Robert Tobias, former president of the National Treasury Employees Union and a distinguished practitioner in residence at American University’s School of Public Affairs, said removing key service responsibilities from OPM could hurt the agency’s nonpartisan reputation at a critical time, as the agency moves to implement controversial workforce executive orders and as Director Jeff Pon plans to unveil major civil service reform legislation later this year.
“When OPM was created under the  Civil Service Reform Act, it was really designed to assist the premiere employees, both management and non-management, to be more effective in their roles and responsibilities,” he said. “Moving it under [the White House] removes that nonpolitical nature that was arguably part of the original conception.”
Tobias noted that he was supportive of plans to move security clearance background checks out of OPM, arguing that unlike other support services, that process was not part of OPM’s original mission.
Donald Kettl, a professor in the University of Texas at Austin’s Lyndon B. Johnson School of Public Affairs at the LBJ Washington Center, said that although the proposals on OPM are among the more reasonable aspects of the reorganization plan, their proximity with more controversial measures, like consolidating the Education and Labor departments, could scuttle their prospects in Congress.
Kettl said that more work needs to be done in order to have a realistic reform plan for the federal government’s HR agency.
“It’s still an open question about what residual functions remain after you carve out the service and security clearance functions,” Kettl said. “The focus here seems to be primarily on pulling things out, and less on what should be done with what’s left. That’s the real question here.”
Another aspect of the proposal that raises questions is that the plan officially calls on OPM to begin implementation of the employee digital record, a program announced in President Trump’s management agenda. An OPM spokesperson declined to comment on how it could fulfill that duty if key implementation levers, like retirement processing and FEHBP, are moved to other agencies.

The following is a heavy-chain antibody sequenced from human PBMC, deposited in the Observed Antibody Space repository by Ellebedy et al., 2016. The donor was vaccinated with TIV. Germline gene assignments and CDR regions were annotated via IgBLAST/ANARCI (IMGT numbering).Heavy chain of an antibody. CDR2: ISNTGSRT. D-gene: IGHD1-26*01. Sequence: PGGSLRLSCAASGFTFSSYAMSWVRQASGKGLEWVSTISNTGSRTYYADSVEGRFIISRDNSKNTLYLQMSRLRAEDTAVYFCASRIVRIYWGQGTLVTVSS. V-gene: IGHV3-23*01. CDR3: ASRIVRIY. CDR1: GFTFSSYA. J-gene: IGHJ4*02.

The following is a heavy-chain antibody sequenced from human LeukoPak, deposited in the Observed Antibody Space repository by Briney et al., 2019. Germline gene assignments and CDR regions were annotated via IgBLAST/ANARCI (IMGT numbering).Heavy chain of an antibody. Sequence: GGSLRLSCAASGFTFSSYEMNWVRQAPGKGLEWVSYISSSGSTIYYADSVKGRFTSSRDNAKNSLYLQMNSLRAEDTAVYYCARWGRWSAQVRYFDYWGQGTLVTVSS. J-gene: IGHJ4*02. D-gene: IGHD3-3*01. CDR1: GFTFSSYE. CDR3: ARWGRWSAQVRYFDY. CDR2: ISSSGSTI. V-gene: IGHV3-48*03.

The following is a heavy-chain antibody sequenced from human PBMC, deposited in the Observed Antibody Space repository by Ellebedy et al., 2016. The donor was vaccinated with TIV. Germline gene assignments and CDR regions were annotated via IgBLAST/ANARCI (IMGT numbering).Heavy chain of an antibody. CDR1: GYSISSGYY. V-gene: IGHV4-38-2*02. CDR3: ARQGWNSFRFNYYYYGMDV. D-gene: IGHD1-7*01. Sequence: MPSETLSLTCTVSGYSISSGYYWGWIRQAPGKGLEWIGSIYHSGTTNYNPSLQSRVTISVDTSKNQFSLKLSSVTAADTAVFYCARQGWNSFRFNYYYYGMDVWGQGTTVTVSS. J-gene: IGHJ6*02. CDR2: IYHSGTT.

In an email, an OPM spokesperson said the agency supports the reorganization plan.
“The Civil Service first came about in 1883, when the Pendleton Act established an impartial, professional workforce based on the merit principle—that employees should be judged only on how well they can do the job,” the spokesperson wrote. “OPM advances that noble tradition today by supporting President Trump’s reform and reorganization plan to transform the federal government into a more efficient, effective organization. We are committed to doing our part to serve as responsible stewards of taxpayer dollars as we elevate the profile of human resources and modernize the American civil service for the 21st century.”
In a statement, Rep. Gerry Connolly, D-Va., blasted the reorganization plan, and specifically called out the proposed changes at OPM.
“It would shift essential services out of OPM, including retirement benefit services and FEHBP implementation, at precisely the wrong time,” Connolly said. “There are ways to improve efficiency and modernize the federal government. This isn’t it.”